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Friday, January 12, 2007

Towns That Refuse to Give Up the Ghost

Those towns in Georgia may be small, but nothing compared to the towns that appear in Wikipedia's List of places with fewer than ten residents.

One of the townships listed under "Places with one resident" is Erving's Location, New Hampshire, which may or may not have one resident.

According to the 2000 census, one person lived in Erving's Location. However, in a recent "Sunday News" New Hampshire newspaper edition (printed on June 27, 2004), Suzan Collins, the Coos County administrator, said the following about Erving's Location: "We're required to do an inventory of property lists and there isn't anyone who is a registered resident. I don't know how the census picks this up." She also said that the only taxable property in Erving's Location are telephone poles. [Link]
My great-grandfather's family lived for a time in a nearby township called Cambridge. It just missed the list, having exactly ten residents in 2000.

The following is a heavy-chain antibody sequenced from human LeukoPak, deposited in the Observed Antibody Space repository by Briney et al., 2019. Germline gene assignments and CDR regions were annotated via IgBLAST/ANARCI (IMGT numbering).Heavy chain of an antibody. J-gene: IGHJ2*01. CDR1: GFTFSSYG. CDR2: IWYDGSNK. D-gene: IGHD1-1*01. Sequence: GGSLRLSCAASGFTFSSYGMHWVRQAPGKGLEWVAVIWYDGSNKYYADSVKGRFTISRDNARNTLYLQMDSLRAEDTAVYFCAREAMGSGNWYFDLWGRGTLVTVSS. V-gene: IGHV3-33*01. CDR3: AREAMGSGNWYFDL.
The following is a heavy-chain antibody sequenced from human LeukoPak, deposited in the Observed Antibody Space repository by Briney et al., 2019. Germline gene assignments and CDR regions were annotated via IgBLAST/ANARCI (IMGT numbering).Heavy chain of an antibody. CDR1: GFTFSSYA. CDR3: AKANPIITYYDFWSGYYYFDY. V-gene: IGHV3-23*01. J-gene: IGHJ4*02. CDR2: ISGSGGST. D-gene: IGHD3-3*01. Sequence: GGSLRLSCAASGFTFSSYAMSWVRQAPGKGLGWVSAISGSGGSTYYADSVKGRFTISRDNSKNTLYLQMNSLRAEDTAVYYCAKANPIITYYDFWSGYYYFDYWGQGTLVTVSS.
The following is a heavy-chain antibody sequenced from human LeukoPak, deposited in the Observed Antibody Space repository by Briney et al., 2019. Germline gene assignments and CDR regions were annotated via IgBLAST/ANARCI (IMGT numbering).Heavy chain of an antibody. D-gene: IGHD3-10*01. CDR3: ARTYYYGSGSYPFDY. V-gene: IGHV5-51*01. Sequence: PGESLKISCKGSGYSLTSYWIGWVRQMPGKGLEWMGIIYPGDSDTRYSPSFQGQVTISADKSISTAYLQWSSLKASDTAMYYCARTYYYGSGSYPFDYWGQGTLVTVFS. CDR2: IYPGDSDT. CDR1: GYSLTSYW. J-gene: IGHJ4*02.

Also on the list for having one resident is Holy City, California—founded in 1919 by William E. Riker, a cult leader who propounded celibacy for others and bigamy for himself. The tiny town even had its own radio station once.
A radio station offering a variety of programming was built in 1924, and went on the air on July 7 of that year under the call letters KFQU. Though the call letters may appear obscene, they were issued sequentially and could not have been deliberate. The station went off the air in December 1931, and had its license renewal denied on January 11, 1932, due to "irregularities." [Link]
This article about Karen Keller of Hibberts Gore, Maine, makes an interesting point: If you're a town's only resident, your personal census data is available for all to see.

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